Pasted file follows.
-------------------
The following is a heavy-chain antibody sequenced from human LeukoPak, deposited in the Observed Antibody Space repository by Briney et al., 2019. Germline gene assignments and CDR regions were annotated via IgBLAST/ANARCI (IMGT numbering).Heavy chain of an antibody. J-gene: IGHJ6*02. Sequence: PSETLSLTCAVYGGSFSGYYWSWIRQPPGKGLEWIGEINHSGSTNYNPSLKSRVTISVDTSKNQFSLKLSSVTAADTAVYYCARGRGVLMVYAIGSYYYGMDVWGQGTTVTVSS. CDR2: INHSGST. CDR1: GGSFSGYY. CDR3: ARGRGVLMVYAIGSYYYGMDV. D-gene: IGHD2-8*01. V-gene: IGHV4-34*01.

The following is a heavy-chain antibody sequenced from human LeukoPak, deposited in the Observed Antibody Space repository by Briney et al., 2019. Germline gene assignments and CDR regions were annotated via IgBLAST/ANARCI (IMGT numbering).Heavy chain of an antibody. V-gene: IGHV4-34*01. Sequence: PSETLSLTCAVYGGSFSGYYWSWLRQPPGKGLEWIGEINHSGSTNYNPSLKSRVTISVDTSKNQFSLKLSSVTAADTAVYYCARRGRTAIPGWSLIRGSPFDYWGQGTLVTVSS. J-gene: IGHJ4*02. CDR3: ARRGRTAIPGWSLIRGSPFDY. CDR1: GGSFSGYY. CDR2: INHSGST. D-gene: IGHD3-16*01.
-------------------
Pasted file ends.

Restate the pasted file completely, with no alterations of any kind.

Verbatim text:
The following is a heavy-chain antibody sequenced from human LeukoPak, deposited in the Observed Antibody Space repository by Briney et al., 2019. Germline gene assignments and CDR regions were annotated via IgBLAST/ANARCI (IMGT numbering).Heavy chain of an antibody. J-gene: IGHJ6*02. Sequence: PSETLSLTCAVYGGSFSGYYWSWIRQPPGKGLEWIGEINHSGSTNYNPSLKSRVTISVDTSKNQFSLKLSSVTAADTAVYYCARGRGVLMVYAIGSYYYGMDVWGQGTTVTVSS. CDR2: INHSGST. CDR1: GGSFSGYY. CDR3: ARGRGVLMVYAIGSYYYGMDV. D-gene: IGHD2-8*01. V-gene: IGHV4-34*01.

The following is a heavy-chain antibody sequenced from human LeukoPak, deposited in the Observed Antibody Space repository by Briney et al., 2019. Germline gene assignments and CDR regions were annotated via IgBLAST/ANARCI (IMGT numbering).Heavy chain of an antibody. V-gene: IGHV4-34*01. Sequence: PSETLSLTCAVYGGSFSGYYWSWLRQPPGKGLEWIGEINHSGSTNYNPSLKSRVTISVDTSKNQFSLKLSSVTAADTAVYYCARRGRTAIPGWSLIRGSPFDYWGQGTLVTVSS. J-gene: IGHJ4*02. CDR3: ARRGRTAIPGWSLIRGSPFDY. CDR1: GGSFSGYY. CDR2: INHSGST. D-gene: IGHD3-16*01.